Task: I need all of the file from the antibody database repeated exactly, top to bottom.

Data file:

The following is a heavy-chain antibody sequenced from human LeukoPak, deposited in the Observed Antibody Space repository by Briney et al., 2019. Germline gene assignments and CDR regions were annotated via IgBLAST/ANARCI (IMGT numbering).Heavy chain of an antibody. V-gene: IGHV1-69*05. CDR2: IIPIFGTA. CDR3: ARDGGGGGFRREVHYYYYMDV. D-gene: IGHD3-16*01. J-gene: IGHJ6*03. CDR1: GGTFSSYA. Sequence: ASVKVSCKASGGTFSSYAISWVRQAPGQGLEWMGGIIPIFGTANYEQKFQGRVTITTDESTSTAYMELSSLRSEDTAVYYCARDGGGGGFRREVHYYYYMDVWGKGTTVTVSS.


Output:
The following is a heavy-chain antibody sequenced from human LeukoPak, deposited in the Observed Antibody Space repository by Briney et al., 2019. Germline gene assignments and CDR regions were annotated via IgBLAST/ANARCI (IMGT numbering).Heavy chain of an antibody. V-gene: IGHV1-69*05. CDR2: IIPIFGTA. CDR3: ARDGGGGGFRREVHYYYYMDV. D-gene: IGHD3-16*01. J-gene: IGHJ6*03. CDR1: GGTFSSYA. Sequence: ASVKVSCKASGGTFSSYAISWVRQAPGQGLEWMGGIIPIFGTANYEQKFQGRVTITTDESTSTAYMELSSLRSEDTAVYYCARDGGGGGFRREVHYYYYMDVWGKGTTVTVSS.